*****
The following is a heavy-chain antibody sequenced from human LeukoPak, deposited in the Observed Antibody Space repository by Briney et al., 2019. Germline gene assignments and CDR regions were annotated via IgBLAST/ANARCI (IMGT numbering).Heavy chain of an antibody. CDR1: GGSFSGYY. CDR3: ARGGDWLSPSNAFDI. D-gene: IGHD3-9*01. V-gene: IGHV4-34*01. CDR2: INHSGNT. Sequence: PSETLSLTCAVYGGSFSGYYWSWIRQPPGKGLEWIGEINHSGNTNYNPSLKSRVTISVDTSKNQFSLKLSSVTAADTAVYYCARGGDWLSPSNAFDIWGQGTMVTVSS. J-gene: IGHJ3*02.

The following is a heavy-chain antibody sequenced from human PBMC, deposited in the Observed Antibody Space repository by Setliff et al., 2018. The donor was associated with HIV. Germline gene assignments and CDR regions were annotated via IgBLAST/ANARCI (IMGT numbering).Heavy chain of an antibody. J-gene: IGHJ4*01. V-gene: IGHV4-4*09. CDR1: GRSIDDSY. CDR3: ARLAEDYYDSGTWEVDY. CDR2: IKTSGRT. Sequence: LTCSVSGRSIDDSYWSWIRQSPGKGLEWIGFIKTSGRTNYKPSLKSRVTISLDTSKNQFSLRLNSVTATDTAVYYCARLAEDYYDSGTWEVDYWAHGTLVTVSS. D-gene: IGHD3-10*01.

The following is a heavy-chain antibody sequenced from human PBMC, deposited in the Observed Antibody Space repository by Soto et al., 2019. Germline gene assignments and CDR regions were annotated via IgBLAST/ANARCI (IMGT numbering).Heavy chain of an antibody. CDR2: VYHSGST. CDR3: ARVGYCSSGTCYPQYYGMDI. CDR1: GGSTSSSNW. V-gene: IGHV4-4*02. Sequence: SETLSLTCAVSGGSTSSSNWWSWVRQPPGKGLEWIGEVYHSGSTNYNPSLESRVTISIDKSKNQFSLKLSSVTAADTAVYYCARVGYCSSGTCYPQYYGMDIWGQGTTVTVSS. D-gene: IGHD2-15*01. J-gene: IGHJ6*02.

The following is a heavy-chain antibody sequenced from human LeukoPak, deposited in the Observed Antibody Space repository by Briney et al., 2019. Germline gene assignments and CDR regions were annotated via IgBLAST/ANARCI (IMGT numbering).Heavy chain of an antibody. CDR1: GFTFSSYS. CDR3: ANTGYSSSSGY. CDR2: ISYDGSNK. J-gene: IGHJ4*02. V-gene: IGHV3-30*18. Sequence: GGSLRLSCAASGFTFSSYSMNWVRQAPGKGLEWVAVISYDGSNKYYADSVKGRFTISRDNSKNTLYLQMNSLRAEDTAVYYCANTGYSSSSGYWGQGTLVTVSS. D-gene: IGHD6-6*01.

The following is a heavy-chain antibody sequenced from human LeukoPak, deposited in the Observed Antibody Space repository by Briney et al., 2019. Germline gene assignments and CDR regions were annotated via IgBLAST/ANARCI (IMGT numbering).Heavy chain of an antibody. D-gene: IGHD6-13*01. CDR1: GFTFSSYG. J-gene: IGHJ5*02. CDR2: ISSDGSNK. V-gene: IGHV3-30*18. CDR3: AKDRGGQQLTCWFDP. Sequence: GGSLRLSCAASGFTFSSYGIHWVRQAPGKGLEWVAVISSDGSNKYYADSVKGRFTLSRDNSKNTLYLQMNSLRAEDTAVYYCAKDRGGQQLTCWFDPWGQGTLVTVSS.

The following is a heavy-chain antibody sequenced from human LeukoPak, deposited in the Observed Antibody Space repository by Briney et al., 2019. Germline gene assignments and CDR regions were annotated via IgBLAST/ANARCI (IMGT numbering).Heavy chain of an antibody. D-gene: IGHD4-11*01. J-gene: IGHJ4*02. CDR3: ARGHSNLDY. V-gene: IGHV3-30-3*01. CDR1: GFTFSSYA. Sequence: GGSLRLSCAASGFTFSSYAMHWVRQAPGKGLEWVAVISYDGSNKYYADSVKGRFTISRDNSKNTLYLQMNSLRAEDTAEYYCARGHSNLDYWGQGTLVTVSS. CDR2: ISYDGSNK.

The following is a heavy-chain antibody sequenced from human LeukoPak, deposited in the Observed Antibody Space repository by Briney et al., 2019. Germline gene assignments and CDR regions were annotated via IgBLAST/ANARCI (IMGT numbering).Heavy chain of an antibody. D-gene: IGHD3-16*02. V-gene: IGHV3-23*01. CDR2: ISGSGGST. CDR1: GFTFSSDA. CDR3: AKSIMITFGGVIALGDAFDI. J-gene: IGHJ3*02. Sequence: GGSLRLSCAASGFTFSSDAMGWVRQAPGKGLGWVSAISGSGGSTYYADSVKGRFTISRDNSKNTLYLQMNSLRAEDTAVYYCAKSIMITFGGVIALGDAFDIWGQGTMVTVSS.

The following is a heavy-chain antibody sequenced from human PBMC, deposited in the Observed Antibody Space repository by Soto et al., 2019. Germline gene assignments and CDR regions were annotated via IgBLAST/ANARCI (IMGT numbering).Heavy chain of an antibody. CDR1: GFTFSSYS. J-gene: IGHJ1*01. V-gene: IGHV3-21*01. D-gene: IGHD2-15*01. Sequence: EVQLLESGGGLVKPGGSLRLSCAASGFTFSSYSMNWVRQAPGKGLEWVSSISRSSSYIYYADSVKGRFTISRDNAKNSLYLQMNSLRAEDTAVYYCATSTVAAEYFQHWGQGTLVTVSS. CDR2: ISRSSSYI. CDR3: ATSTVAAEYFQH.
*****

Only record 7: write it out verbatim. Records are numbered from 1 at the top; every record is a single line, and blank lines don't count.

The following is a heavy-chain antibody sequenced from human LeukoPak, deposited in the Observed Antibody Space repository by Briney et al., 2019. Germline gene assignments and CDR regions were annotated via IgBLAST/ANARCI (IMGT numbering).Heavy chain of an antibody. D-gene: IGHD3-16*02. V-gene: IGHV3-23*01. CDR2: ISGSGGST. CDR1: GFTFSSDA. CDR3: AKSIMITFGGVIALGDAFDI. J-gene: IGHJ3*02. Sequence: GGSLRLSCAASGFTFSSDAMGWVRQAPGKGLGWVSAISGSGGSTYYADSVKGRFTISRDNSKNTLYLQMNSLRAEDTAVYYCAKSIMITFGGVIALGDAFDIWGQGTMVTVSS.